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  • Price and Financial Stability in Modern Central Banking
  • José De Gregorio (bio)

Although the first central banks were created more than three hundred years ago, it was not until the mid-nineteenth century that central banks were given the monopoly power to issue banknotes and to act as lender of last resort. Thereafter, central banks played the role of liquidity provider and lender of last resort. These tasks were intended to allow a proper functioning of the payment system, so financial stability was implicitly a major concern for central banks. Over time, central banks moved toward achieving price stability, from monetary stability to controlling inflation. Financial stability became a secondary goal, if a goal at all.

This has not been the case in emerging market economies, which have been affected by recurrent financial crises. Indeed, financial crises like those of Chile in the early 1980s or in Mexico and Asian countries in the 1990s are not radically different from the recent crisis in advanced economies. The complexity may have changed, but the original causes had many similarities.1 Some years ago it was much more frequent to find central bankers concerned about financial stability in emerging countries than in advanced ones. However, as a consequence of the global financial crisis, the issue of financial stability has reemerged as a top priority for policymakers.

In this paper, I discuss the issue of price and financial stability in central banking. I first explore the conduct of central banks in achieving price stability, in particular in the context of inflation targeting, and then move on to how the financial stability mandate has to be included as a key component of modern central banking. I end with a few concluding remarks. [End Page 1]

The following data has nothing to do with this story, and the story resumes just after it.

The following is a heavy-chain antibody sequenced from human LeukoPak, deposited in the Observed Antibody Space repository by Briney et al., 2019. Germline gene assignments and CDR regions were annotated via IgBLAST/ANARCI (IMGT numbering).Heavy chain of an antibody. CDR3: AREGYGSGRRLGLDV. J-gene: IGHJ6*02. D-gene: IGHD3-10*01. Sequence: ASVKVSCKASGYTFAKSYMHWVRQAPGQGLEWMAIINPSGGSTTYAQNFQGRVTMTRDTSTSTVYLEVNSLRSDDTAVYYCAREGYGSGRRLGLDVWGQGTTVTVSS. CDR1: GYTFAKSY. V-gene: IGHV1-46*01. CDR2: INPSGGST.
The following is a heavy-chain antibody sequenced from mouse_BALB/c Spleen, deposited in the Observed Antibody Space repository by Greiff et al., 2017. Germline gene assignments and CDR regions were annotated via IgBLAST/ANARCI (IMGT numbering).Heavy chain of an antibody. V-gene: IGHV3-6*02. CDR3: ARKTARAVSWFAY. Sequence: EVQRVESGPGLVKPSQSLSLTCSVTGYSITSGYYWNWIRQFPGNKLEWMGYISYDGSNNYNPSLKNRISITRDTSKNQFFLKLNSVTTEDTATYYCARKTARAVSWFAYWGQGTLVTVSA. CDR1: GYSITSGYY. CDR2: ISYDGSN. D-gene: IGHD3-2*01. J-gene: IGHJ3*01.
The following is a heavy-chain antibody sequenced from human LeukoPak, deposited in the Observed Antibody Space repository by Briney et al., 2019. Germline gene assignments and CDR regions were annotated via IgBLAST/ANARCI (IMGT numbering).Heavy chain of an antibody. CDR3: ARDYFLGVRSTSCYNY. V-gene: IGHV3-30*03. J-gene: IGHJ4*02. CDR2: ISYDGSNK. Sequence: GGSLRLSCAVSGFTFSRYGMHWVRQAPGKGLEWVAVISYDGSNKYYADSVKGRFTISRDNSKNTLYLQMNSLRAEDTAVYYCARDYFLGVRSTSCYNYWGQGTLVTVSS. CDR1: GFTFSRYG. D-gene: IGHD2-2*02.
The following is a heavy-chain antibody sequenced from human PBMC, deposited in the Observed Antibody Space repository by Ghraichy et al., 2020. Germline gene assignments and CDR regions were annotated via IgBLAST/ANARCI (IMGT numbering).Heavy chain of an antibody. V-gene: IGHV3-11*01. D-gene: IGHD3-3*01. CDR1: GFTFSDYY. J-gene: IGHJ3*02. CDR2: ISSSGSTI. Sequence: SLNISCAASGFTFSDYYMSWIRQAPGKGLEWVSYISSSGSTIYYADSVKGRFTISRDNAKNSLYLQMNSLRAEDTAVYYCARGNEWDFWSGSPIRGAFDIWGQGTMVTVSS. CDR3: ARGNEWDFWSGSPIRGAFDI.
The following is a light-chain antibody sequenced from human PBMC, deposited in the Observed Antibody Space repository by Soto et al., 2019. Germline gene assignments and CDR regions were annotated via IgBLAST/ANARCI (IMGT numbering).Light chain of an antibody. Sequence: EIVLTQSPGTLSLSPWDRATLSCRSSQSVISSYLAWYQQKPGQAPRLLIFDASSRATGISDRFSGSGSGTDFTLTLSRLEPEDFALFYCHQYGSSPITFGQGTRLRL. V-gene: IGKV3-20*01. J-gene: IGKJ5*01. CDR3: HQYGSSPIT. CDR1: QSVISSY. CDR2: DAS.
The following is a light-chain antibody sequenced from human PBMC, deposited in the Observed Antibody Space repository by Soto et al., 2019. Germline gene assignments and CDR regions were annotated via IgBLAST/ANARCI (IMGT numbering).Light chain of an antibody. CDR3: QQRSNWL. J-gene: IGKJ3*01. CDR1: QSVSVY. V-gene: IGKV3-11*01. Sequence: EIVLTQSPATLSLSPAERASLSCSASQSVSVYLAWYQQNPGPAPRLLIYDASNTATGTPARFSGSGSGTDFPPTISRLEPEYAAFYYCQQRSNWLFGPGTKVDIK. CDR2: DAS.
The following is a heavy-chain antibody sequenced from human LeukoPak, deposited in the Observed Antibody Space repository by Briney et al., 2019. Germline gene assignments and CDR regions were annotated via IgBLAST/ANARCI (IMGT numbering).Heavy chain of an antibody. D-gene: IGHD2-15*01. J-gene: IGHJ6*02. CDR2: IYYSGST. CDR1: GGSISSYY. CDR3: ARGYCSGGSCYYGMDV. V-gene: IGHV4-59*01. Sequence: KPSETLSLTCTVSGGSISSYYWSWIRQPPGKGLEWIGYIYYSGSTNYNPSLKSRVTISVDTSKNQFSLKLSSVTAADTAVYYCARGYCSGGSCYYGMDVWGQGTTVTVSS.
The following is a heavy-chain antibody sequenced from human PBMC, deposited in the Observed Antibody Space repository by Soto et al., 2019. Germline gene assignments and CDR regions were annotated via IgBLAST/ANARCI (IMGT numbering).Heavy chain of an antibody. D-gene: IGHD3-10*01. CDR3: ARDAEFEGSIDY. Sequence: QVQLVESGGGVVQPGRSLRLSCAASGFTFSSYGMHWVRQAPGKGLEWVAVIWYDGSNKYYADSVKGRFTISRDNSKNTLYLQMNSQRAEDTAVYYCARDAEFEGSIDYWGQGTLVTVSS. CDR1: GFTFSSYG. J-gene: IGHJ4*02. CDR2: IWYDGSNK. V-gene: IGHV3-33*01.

Central Banks and Price Stability

As mentioned above, central banks in advanced economies have long been focused mainly on ensuring low inflation. Moreover, some scholars and practitioners argued that price stability should be the only objective of central banks, so that the goal would be more credible and monetary policy more effective in achieving stability. How exactly or operationally to achieve this target was an open question, however. Some central banks tried to target monetary aggregates, others to peg nominal exchange rates, and others to use an eclectic mix of indicators. Two decades ago, some central banks started conducting monetary policy targeting a specific value or range for the inflation rate. This trend started with New Zealand in 1990 and was followed by Canada, the United Kingdom, Australia, and Sweden in the early 1990s. This is a case in which policy development led academic advances. Progress on the academic front provided further impetus to the adoption of inflation targets as new models were developed to provide the theoretical underpinnings of inflation targets and the basis to conduct empirical work.2

This view was further justified by the success of monetary policy around the world in providing stability, not only on the inflation front, but also in activity and employment. The evidence that output volatility declined significantly in the United States after the mid-1980s was first reported by Kim and Nelson and later called the Great Moderation by Stock and Watson.3 Several factors could be behind this trend, such as technical progress, better policies, deeper financial markets, and sheer good luck. Although there is no final verdict, evidence points to the role of better macroeconomic policies.4 Emerging market economies also enjoyed a Great Moderation, but it came in the second half of the 1990s, much later than in developed economies. This coincided with the time in which inflation was conquered, supporting the hypothesis that it was good policies rather than good luck.5 It is easy to discredit the Great Moderation in the current juncture. However, the resilience of emerging market economies to the global crisis was impressive. Indeed, emerging markets had a recession, but much milder than in the past and with a remarkable recovery. This was, of course, the consequence of much better macroeconomic management. [End Page 2]

The case of Chile illustrates this point. The economy did suffer a recession, but the size of the initial impact and the speed of the recovery were quite...


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